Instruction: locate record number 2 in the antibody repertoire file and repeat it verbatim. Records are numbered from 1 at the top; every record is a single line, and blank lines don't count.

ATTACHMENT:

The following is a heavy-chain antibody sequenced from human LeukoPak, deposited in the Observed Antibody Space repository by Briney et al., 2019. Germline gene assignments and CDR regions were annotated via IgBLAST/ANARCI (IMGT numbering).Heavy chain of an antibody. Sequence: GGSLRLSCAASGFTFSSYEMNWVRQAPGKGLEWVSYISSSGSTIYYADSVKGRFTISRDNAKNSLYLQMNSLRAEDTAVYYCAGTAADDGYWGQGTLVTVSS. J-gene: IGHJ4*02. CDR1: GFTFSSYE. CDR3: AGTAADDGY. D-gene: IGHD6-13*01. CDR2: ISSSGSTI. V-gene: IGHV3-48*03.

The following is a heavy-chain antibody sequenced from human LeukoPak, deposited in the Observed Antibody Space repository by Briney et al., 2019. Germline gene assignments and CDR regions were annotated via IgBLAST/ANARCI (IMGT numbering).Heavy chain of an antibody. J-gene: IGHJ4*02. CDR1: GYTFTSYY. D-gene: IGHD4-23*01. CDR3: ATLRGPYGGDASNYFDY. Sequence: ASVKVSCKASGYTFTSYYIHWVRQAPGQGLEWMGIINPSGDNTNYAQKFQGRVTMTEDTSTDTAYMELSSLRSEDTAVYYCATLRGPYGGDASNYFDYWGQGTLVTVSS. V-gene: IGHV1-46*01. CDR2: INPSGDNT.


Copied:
The following is a heavy-chain antibody sequenced from human LeukoPak, deposited in the Observed Antibody Space repository by Briney et al., 2019. Germline gene assignments and CDR regions were annotated via IgBLAST/ANARCI (IMGT numbering).Heavy chain of an antibody. J-gene: IGHJ4*02. CDR1: GYTFTSYY. D-gene: IGHD4-23*01. CDR3: ATLRGPYGGDASNYFDY. Sequence: ASVKVSCKASGYTFTSYYIHWVRQAPGQGLEWMGIINPSGDNTNYAQKFQGRVTMTEDTSTDTAYMELSSLRSEDTAVYYCATLRGPYGGDASNYFDYWGQGTLVTVSS. V-gene: IGHV1-46*01. CDR2: INPSGDNT.